Live streaming is possible directly from the ZV-E10 simply by connecting it to a computer or compatible mobile device via USB, eliminating the need for a video capture card. This allows the camera’s video and audio capabilities to be used for live social media and video conferencing. Both the UVC and UAC standards are supported for improved picture and sound quality during streaming.

A feature that Sony has unfortunately removed from the ZV-E10, which is present in the ZV-1, is an internal ND filter. On the ZV-1, this 3EV filter helps you to shoot at larger apertures on bright days, which is extremely useful when shooting video and trying to stick to the shutter speed being double the frame rate rule. On the ZV-E10 you’ll need to use actual glass filters mounted on the lens to get the same results.




Sony ZV-E10

The rear of the camera is almost identical to the A6xxxx series, with the now familiar directional control dial placed around a central selection button. Around this sit 4 other buttons to access regularly used features.

The ‘Delete’ button also acts as the ‘C2′ custom button, which by default is set to access the Product Showcase mode. This is an autofocus mode that alerts the camera to switch focus from a person’s face to an object that may be held up in front of the camera.

It is a popular YouTube technique for when wanting to show an item to the viewer, but on cameras with slower autofocus it can leave the focus fixed on the presenter’s face with the product out of focus, and vice versa. The Product Showcase mode solves that issue, adding another plus point for vlogging with the ZV-E10.

By default, the Fn button activates the Sony ZV-E10’s Send to Smartphone Wi-Fi function when in playback mode. This works in conjunction with Sony’s Imaging Edge Mobile app and lets you transfer a full resolution JPEG image. Of course, you’ll have to connect your smart device first, but this is a pretty painless process. Sony lets you scan a QR code displayed on the ZV-E10’s monitor and this automatically enters the SSID password on your smartphone so you don’t need to type it manually.

Just like on the Alpha A6400 and the ZV-1, a low-power, low-bandwidth Bluetooth 4.1 data connection is available on the ZV-E10. This lets you connect your camera to a smart device even when the ZV-E10 is turned off for easier transfer of images. The Bluetooth connection can also be used to sync GPS location data from your smartphone.




Sony ZV-E10

If you are familiar with the autofocus settings of the Sony A7 cameras you will be pleasantly surprised by the options found on the ZV-E10. Basically all of the AF features found on the recent A7 and A9 series cameras are present on the ZV-E10.

Where older A6xxx-series cameras featured 425 phase-detection AF points and 169 contrast-detection AF points, the ZV-E10 gets a whopping 425 points of both varieties, phase and contrast, again spread over almost the entirety of the sensor area (84% to be precise). This helps the camera achieve a quoted focusing time of just 0.02 seconds, compared to the 0.05 second time of the A6300 and A6500.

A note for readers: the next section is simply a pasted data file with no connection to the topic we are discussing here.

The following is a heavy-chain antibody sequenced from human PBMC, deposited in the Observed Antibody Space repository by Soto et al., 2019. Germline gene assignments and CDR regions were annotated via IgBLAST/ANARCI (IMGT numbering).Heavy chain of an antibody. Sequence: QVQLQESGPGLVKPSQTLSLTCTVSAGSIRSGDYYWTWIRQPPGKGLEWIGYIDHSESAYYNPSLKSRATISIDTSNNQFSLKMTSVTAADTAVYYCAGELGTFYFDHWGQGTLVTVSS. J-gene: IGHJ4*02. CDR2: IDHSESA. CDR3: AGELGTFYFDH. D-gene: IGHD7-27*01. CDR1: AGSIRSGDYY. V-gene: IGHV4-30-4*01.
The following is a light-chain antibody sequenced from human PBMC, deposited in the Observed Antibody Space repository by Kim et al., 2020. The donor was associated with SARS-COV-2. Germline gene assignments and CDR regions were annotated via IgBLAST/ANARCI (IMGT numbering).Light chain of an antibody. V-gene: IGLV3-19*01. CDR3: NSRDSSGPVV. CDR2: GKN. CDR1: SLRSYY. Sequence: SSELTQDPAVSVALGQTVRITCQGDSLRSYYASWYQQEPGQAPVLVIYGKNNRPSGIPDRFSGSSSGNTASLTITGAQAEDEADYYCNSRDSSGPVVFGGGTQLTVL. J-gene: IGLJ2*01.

Another focusing feature that has been improved is Eye AF. It detects a human eye not only when shooting still images, but also when shooting video, and it works extremely well. It is visibly fast enough to follow an eye around the screen, and you can even select which eye you wish to focus on, just like on recent A7 cameras.

Firstly, Sony have implemented an algorithm that uses AI-based object recognition to detect and track the subject, improving the accuracy, speed, and performance of the continuous AF system. You simply select the the Tracking AF mode, position the AF point over the subject that you want to track, half-press the shutter, and the camera will doggedly follow that subject wherever it moves in the frame. It doesn’t have to be a person – the ZV-E10 will track virtually any subject that you care to point it at.

This also effectively means that you no longer have to activate Eye AF by holding down a custom button (although you still can if you want to). Instead simply half-pressing the shutter button whilst in the Tracking AF mode activates Eye AF automatically if it detects a face/eye, and it seamlessly switches back to non-specific subject tracking if the eye or face can’t be detected, then back again when it can.




Sony ZV-E10

Conversely, you can use the system for easier composition of still subjects too. Simply focus on your subject, hold down the shutter button, and the camera will accurately lock onto your chosen subject while you recompose the frame, even if it’s in one of the furthest corners.